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CHAPTER 31 ORGANIZATION AND CONTROL OF THE ENDOCRINE SYSTEM Essentials of Pathophysiology.

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Presentation on theme: "CHAPTER 31 ORGANIZATION AND CONTROL OF THE ENDOCRINE SYSTEM Essentials of Pathophysiology."— Presentation transcript:

1 CHAPTER 31 ORGANIZATION AND CONTROL OF THE ENDOCRINE SYSTEM Essentials of Pathophysiology

2 PRE LECTURE QUIZ TRUE/FALSE  The endocrine system uses chemical substances called hormones as a means of regulating and integrating body functions.  All hormones can cross the cell membrane.  The hypothalamus controls the release of pituitary hormones.  The pituitary gland has been called the master gland because its hormones control the function of many target glands and cells.  Glucagon, insulin, and epinephrine receptors are examples of surface (second messenger) receptors. T F T T F

3 PRE LECTURE QUIZ  Hormones exert their action by binding to high-affinity _________________ located either on the surface or inside the target cells.  Decreased hormone levels often produce an increase in receptor numbers by means of a process called _________________ ; this increases the sensitivity of the body to existing hormone levels.  The ________________ and pituitary form a unit that exerts control over many functions of several endocrine glands as well as a wide range of other physiologic functions.  Negative _________________ mechanisms regulate the level of many of the hormones in the body.  Hormone secretions acting locally on cells other than those that produced the hormone is known as a ___________________ action. Feedback Hypothalamus paracrine Receptors up-regulation

4 HORMONES  Hormones make cells react by attaching to receptors on their membranes  A cell will only respond if it has receptors for the hormone  Up-regulation: the cell makes more hormone receptors  Down-regulation: the cell makes fewer hormone receptors  Different cells respond differently to the same hormone

5 HORMONES (CONT.) Hormones can affect cells nearby or far away Endocrine – distant Paracrine – Nearby Autocrine – Self stimulating

6 QUESTION Your patient has low levels of circulating thyroid stimulating hormone. How will the cells of the thyroid gland respond? a. No response b. Response will depend upon the levels of TSH. c. Down-regulation d. Up-regulation

7 ANSWER d. Up-regulation Rationale: When there is diminished hormonal activity, cells have the ability to make more hormone receptors and increase the sensitivity of the existing receptors to the hormone. This is called up-regulation.

8 HORMONES (CONT.) Hormones can be made of:  Amino acids  Epinephrine, dopamine, T3, and T4  Proteins (peptide hormones)  Insulin, glucagon, trophic hormones  Cholesterol (steroid hormones)  Cortisol, aldosterone, testosterone  Fatty acids  Ecosanoids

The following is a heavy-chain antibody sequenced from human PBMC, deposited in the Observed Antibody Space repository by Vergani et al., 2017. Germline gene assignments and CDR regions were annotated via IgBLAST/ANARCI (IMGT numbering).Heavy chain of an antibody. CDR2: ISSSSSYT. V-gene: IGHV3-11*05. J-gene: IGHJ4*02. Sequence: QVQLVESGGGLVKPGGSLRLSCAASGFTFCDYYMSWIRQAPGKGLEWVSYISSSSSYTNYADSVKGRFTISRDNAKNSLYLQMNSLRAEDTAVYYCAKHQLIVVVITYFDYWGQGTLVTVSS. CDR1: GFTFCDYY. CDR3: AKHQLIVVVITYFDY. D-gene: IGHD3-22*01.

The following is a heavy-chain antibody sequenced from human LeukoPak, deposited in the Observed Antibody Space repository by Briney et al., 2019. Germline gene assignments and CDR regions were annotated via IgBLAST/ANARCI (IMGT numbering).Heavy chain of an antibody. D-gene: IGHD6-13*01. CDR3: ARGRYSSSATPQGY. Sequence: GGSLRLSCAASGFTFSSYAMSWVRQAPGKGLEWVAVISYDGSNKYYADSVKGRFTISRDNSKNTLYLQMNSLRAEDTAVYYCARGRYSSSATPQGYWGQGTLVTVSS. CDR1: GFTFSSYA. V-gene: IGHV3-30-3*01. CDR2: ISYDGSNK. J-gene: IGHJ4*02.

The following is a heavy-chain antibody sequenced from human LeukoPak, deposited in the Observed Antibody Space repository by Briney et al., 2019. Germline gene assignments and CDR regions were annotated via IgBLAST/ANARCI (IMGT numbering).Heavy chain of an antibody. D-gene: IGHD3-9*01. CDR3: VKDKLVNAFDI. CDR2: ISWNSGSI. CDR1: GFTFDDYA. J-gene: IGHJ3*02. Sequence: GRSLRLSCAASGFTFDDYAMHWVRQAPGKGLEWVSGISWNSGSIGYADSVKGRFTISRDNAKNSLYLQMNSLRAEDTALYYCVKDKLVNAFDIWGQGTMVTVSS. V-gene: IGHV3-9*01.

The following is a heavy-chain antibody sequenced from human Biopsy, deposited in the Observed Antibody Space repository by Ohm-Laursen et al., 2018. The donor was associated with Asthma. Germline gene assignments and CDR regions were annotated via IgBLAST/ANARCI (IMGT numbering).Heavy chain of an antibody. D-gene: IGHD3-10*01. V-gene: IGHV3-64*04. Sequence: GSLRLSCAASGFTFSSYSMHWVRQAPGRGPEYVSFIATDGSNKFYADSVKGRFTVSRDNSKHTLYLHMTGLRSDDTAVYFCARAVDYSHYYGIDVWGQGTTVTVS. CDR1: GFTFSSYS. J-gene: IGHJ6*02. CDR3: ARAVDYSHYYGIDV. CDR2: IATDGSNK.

9 QUESTION Tell whether the following statement is true or false. Steroid hormones are all derived from cholesterol.

10 ANSWER True Rationale: The adrenal sex hormones, glucocorticoids, and mineralocorticoids all arise from cholesterol and have similar chemical structures even though their functions are slightly different.

11 SCENARIO A man takes dopamine for paralysis caused by his Parkinson disease.  At first, a small dose of dopamine was all he needed  His symptoms improved significantly right after taking it, but then he froze up again  Now he needs a high dose, and the effects last only a little while Question:  What has happened to his cells and their receptors?  The doctor has decided to try giving him an MAO inhibitor along with his dopamine. Why?

12 AFTER HORMONES AFFECT BODY CELLS  They may be destroyed by enzymes at the receptor site  Epinephrine, dopamine  They may be taken up by cells and destroyed  Peptide hormones  They may be destroyed in the liver and passed out in the bile  Steroid hormones  T3 and T4

13 SCENARIO A man with liver failure has developed:  Hypokalemia  Hypotension  Hyperglycemia  Repeated infections Question:  What hormone imbalances do you suspect? Why?

14 HYPOTHALAMUS The hypothalamus knows the state of the body:  Temperature  Blood osmolarity  Blood nutrients  Blood hormone levels  Inflammatory mediators in blood  Emotions  Pain

15 THE HYPOTHALAMUS MAKES RELEASING HORMONES  Releasing hormones are sent to the pituitary via the hypophyseal portal system Hypothalamus Anterior pituitary Hypophyseal portal system (Image reproduced from Bowne, P.S. [2004]. CRH release tutorial. Used with author’s permission.)

16 THE PITUITARY (MASTER GLAND) CREATES TROPHIC HORMONES They tell other endocrine organs in the body to grow and secrete their hormones Hypothalamus makes releasing hormones Which are sent to the anterior pituitary The anterior pituitary releases its stored trophic hormones into the systemic circulation (Image reproduced from Bowne, P.S. [2004]. CRH release tutorial. Used with author’s permission.)

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19 QUESTION Tell whether the following statement is true or false. The pituitary gland controls the release of thyroid hormone.

20 ANSWER True Rationale: The pituitary gland (on a cue from the hypothalamus) tells other organs or glands to produce and secrete or inhibit the appropriate hormones.

21 DISCUSSION A man’s hypothalamus has no hormone receptors.  What will happen to his production of:  CRHT3 and T4  ACTHFSH  CortisolLH  TestosteroneGnRH  TRHTSH Question:  What signs and symptoms do you expect him to have?


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